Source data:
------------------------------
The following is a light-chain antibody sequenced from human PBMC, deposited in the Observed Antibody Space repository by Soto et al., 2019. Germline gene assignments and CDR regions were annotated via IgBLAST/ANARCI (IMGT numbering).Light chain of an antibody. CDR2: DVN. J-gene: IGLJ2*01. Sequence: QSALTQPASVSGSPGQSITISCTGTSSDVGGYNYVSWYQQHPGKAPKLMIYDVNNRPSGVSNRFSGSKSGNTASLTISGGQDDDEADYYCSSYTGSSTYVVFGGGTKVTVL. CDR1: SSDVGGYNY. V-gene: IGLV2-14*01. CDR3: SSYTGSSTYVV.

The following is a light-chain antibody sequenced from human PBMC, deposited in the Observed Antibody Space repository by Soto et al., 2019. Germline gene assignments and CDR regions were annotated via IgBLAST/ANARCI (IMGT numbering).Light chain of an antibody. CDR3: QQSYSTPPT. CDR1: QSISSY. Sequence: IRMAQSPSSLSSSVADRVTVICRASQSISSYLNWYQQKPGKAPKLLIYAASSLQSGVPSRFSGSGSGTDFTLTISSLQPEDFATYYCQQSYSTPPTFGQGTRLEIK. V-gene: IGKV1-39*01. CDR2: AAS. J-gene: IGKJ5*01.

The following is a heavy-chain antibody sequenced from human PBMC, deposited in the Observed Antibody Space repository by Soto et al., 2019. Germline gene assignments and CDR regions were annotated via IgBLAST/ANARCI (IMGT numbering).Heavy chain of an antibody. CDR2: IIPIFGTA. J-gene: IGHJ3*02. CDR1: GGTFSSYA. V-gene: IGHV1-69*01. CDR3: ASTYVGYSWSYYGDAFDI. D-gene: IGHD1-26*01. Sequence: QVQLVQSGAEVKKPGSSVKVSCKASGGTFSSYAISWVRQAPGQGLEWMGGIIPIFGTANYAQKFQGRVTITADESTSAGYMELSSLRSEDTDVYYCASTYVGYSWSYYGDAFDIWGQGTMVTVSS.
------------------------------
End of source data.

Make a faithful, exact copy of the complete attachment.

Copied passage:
The following is a light-chain antibody sequenced from human PBMC, deposited in the Observed Antibody Space repository by Soto et al., 2019. Germline gene assignments and CDR regions were annotated via IgBLAST/ANARCI (IMGT numbering).Light chain of an antibody. CDR2: DVN. J-gene: IGLJ2*01. Sequence: QSALTQPASVSGSPGQSITISCTGTSSDVGGYNYVSWYQQHPGKAPKLMIYDVNNRPSGVSNRFSGSKSGNTASLTISGGQDDDEADYYCSSYTGSSTYVVFGGGTKVTVL. CDR1: SSDVGGYNY. V-gene: IGLV2-14*01. CDR3: SSYTGSSTYVV.

The following is a light-chain antibody sequenced from human PBMC, deposited in the Observed Antibody Space repository by Soto et al., 2019. Germline gene assignments and CDR regions were annotated via IgBLAST/ANARCI (IMGT numbering).Light chain of an antibody. CDR3: QQSYSTPPT. CDR1: QSISSY. Sequence: IRMAQSPSSLSSSVADRVTVICRASQSISSYLNWYQQKPGKAPKLLIYAASSLQSGVPSRFSGSGSGTDFTLTISSLQPEDFATYYCQQSYSTPPTFGQGTRLEIK. V-gene: IGKV1-39*01. CDR2: AAS. J-gene: IGKJ5*01.

The following is a heavy-chain antibody sequenced from human PBMC, deposited in the Observed Antibody Space repository by Soto et al., 2019. Germline gene assignments and CDR regions were annotated via IgBLAST/ANARCI (IMGT numbering).Heavy chain of an antibody. CDR2: IIPIFGTA. J-gene: IGHJ3*02. CDR1: GGTFSSYA. V-gene: IGHV1-69*01. CDR3: ASTYVGYSWSYYGDAFDI. D-gene: IGHD1-26*01. Sequence: QVQLVQSGAEVKKPGSSVKVSCKASGGTFSSYAISWVRQAPGQGLEWMGGIIPIFGTANYAQKFQGRVTITADESTSAGYMELSSLRSEDTDVYYCASTYVGYSWSYYGDAFDIWGQGTMVTVSS.